"The Americans" (FX)

Communism saved the American worker

Communism may never have worked here. But capitalism isn’t working as well without a rival economic system


Edward McClelland
April 1, 2014 3:43PM (UTC)

I miss the Soviet Union. I never visited the country during its 72 years of existence, and I didn’t much like what I read about it in late-Cold War newspapers and library copies of Soviet Life: the long queues for bread, the military parades presided over by impassive bemedaled field marshals, the kitschy tributes to dictators, the Olympians inflated by performance-enhancing drugs. Communism, with its denial of both God and the individual, never appealed to me as a way of life, and I doubt it was much good for the Russian worker, the Polish worker, the East German worker, or the Yugoslavian worker.

Communism was, however, fantastic for the American worker. It’s no coincidence that the golden age of American equality, that period from the 1940s to the 1970s when the gap between CEOs and employees hit its all-time low, was almost exactly coterminous with the Cold War. As any capitalist will tell you, competition is good for the marketplace. It forces businesses to create better products and more efficient services for consumers. The same is true for capitalism itself: as a means of raising the living standards of an entire society, it never functioned better than when it was forced to compete with a rival economic system.

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Let’s be clear about one thing: Communism, while a useful foil for the careers of Joseph McCarthy and Richard Nixon, was never a threat to supplant capitalism here at home. There’s an instructive scene from the movie "Reds," in which journalist Louise Bryant is defending the Bolshevik revolution to a U.S. Senate committee.

“Miss Bryant,” asks a senator, “do you advocate a Soviet government for this country?”

“No,” Bryant replies. “In this country, I don’t think it would work.”

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The real battle between capitalism and Communism was fought in the developing world. In the 1960s, the capital cities of many newly-independent nations had both a Russian House and an American House, where the contestants showed off the superiority of their way of life. (According to a friend who grew up in Accra, Ghana, the American House was more popular, because the movies were better.) That propaganda had to be backed up with results. The Cold War hastened the end of segregation, because of the glaring racism of Jim Crow. Soviet posters of the same period portrayed the American wealthy as obese, top-hatted plutocrats — an image that had been outdated since the 1920s.

Nikita Khrushchev and Leonid Brezhnev boasted of building a workers’ paradise in the U.S.S.R., but Americans actually lived in one: suburban houses and vacation cottages, a new car every two years, meat for dinner every night. One of our arguments against Communism was that it could not create wealth for the average worker, whereas capitalism could, and did. The United States also had to demonstrate that it was no longer guilty of the Gilded Age inequities that had made socialism look appealing even to Americans in the early 20th Century.

Few Americans did more to enrich the working class than Walter Reuther, the longtime president of the United Auto Workers.

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In the early 1930s, Reuther campaigned for Norman Thomas, the Socialist presidential candidate, and spent 16 months working as a tool-and-die maker in a Russian auto plant. It was his genius as a labor leader to fuse capitalism and Communism by agitating for a system in which workers could own big American cars, big American houses and big American boats while having the security of Soviet medical care, Soviet old-age pensions and Soviet job guarantees. Reuther believed in high wages, but he also believed in universal health care and affordable housing.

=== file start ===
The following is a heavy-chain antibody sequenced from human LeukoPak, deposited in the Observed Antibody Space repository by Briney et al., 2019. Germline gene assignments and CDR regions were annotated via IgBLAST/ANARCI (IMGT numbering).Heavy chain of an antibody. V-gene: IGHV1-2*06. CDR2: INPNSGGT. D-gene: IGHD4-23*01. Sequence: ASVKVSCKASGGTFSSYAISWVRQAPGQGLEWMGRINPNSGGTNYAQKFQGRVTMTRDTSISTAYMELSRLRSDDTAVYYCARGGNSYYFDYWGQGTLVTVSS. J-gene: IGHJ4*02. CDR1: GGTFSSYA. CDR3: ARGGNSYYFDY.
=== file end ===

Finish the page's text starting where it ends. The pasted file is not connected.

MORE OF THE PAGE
After winning the presidency of the UAW, in 1946, he purged it of Communists, because he suspected they were more loyal to the U.S.S.R. than the union. Also, Reuther had taken what he needed from Communism, and used it to help construct an economic order that did not require repression to achieve equality. In an era of voluntary corporate socialism, Communism looked impractical and unjust. America’s blue-collar unionists became some of the nation’s most dedicated anti-Communists. Many were a generation or two removed from countries trapped behind the Iron Curtain. They all understood that American factory workers lived better than Soviet factory workers.

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So did Richard Nixon. Nixon made himself a household name by accusing diplomat Alger Hiss of acting as a Soviet spy. Yet Nixon, the coldest of Cold Warriors, preferred economic competition with the Soviet Union to military confrontation. His famous “Kitchen Debate” with Khrushchev took place in a model American house at the 1959 American National Exhibition in Moscow: a showcase for capitalism’s bounty.

“Our steel workers, as you know are on the strike. But any steel worker could buy this house,” Nixon boasted.

“In Russia, all you have to do to get a house is to be born in the Soviet Union,” Khrushchev retorted. “In America, if you don’t have a dollar you have a right to choose between sleeping in a house or on the pavement.”

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After Khrushchev promised that the U.S.S.R. would surpass the U.S. in industrial capacity and invention, Nixon concluded, “I can only say that if this competition which you have described so effectively, if in which you plan to outstrip us, particularly in the production of consumer goods … If this competition is to do the best for both our people and for people everywhere, there must be a free exchange of ideas … there are some instances where you may be ahead of us — for example, in the development of the thrust of your rockets for the investigation of outer space. There may be some instances, for example, color television, where we’re ahead of you. But in order for both of us to so benefit … We must not be afraid of ideas.”